This month’s Technical Article was prompted by a question from one of our Canadian Subscribers.  He asked about the selection of Motor Voltage and Battery Voltage/Capacity when purchasing a power package for a model.  The selection of the proper Motor and Battery for your ship can appear to be very complicated as there are so many factors to consider.  It almost seems like Black Magic at times.  A complete discussion of this topic would be very involved and is best left for the book on “Electronics” that we are currently developing.  I will, however, briefly overview a number of factors to be considered.  First, in most cases, a 12 V Motor will only draw ½ the current of a 6 V Motor.  This will allow the use of a lower power speed control which is usually smaller and less expensive.  The lower current drain will also allow you to get the most power possible from your battery.  This is due to the fact that the higher the current draw the lower the effective capacity of the battery.  This is not to say that 12 V Motors should be the only ones considered.  Many times a Motor of the needed size or power level  can only be found at a 6 V rating.  In this case, there is no reason not to use such a Motor.  Many of my boats have 6 V Motors and run great.  I have to remember to deep the current draw in mind when selecting a battery and speed control.  In many cases, a 6 V Motor can actually be an advantage.  A good example of this would be:  assume you are working on your newest project, and the only Motor that you can find that will physically (size and/or weight), fit in the Hull happens to be a 6 V Motor.  You purchase the Motor, Install it in the Hull and do a quick “In the water” test.  The boat moves out ok but could really use a little extra power.  Instantly, you start thinking, “Time to start searching for a new Motor.”  Not so, there is another choice.  As long as you are using a good quality name brand Motor, (Pittman, Clifton, Buehler etc.), then you can usually run the Motor at a voltage higher that what it is rated for without any serious detriment.  So in this case if your ship needs just a little extra power, you could consider using a 7.2 V or 8.4 V pack.  This will up the power output of the Motor bit will also increase the current draw.  The additional current draw is usually not a significant amount and if you achieved the added power you needed it will be worth it.  I would not, however, recommend more than a 50% increase in voltage unless absolutely needed.  Of course, the same could be done with a 12 V Motor to get more power, but then your choices of battery packs and speed controls would be limited by these higher voltages.  As a word of warning, any time the voltage is increased over the rated voltage, you must be extra careful to make sure that the Motor is not overloaded as this will lead to a rapidly burned out Motor.  Sure signs of an overloaded Motor are:  Excessive Current Draw and Heating of the Motor Case.  If a Motor is running hot to the touch, then it is overloaded and the voltage should be reduced or a smaller prop selected.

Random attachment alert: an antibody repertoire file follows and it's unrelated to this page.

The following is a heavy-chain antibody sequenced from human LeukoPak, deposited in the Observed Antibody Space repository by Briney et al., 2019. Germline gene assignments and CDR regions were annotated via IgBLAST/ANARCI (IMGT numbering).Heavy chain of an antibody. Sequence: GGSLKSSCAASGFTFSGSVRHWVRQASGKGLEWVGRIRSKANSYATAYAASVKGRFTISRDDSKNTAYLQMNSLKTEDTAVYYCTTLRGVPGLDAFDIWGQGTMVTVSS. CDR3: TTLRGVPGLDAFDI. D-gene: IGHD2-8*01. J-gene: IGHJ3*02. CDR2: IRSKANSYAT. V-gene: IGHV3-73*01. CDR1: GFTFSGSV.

Next month I will discuss the selection of the proper Battery Size and Chemistry.